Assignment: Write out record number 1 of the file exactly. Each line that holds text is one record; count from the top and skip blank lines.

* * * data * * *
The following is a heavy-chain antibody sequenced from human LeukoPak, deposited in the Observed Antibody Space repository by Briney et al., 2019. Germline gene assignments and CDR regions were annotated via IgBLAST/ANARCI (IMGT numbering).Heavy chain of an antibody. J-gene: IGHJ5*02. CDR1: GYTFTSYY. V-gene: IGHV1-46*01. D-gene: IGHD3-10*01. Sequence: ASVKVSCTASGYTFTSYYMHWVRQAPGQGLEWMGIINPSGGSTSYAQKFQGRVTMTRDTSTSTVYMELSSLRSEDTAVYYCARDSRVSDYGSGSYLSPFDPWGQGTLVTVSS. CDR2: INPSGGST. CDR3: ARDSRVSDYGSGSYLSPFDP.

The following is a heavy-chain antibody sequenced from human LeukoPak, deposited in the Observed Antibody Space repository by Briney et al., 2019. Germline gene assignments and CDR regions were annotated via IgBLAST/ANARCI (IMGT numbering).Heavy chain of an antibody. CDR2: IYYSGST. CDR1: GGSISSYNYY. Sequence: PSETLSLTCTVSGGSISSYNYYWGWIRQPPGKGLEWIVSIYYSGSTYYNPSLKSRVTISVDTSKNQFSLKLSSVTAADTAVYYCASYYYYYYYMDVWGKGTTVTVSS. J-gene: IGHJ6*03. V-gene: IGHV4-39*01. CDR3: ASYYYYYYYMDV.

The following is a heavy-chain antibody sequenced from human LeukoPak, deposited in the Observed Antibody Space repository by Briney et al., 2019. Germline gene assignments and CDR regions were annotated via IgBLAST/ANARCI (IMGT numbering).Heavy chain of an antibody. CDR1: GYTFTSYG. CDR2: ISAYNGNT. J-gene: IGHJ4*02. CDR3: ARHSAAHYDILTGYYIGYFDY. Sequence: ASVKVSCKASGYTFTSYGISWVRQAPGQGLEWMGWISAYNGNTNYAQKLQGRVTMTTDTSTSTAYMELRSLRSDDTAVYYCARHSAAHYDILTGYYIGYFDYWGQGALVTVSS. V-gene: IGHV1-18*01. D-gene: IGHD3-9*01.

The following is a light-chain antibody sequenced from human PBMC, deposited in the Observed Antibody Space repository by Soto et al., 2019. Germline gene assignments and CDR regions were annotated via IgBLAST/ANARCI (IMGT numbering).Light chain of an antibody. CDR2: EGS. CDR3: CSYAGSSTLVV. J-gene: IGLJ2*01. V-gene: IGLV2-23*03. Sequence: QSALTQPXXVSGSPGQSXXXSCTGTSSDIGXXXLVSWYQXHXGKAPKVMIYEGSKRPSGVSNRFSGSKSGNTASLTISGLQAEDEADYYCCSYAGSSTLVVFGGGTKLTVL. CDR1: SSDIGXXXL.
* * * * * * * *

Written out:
The following is a heavy-chain antibody sequenced from human LeukoPak, deposited in the Observed Antibody Space repository by Briney et al., 2019. Germline gene assignments and CDR regions were annotated via IgBLAST/ANARCI (IMGT numbering).Heavy chain of an antibody. J-gene: IGHJ5*02. CDR1: GYTFTSYY. V-gene: IGHV1-46*01. D-gene: IGHD3-10*01. Sequence: ASVKVSCTASGYTFTSYYMHWVRQAPGQGLEWMGIINPSGGSTSYAQKFQGRVTMTRDTSTSTVYMELSSLRSEDTAVYYCARDSRVSDYGSGSYLSPFDPWGQGTLVTVSS. CDR2: INPSGGST. CDR3: ARDSRVSDYGSGSYLSPFDP.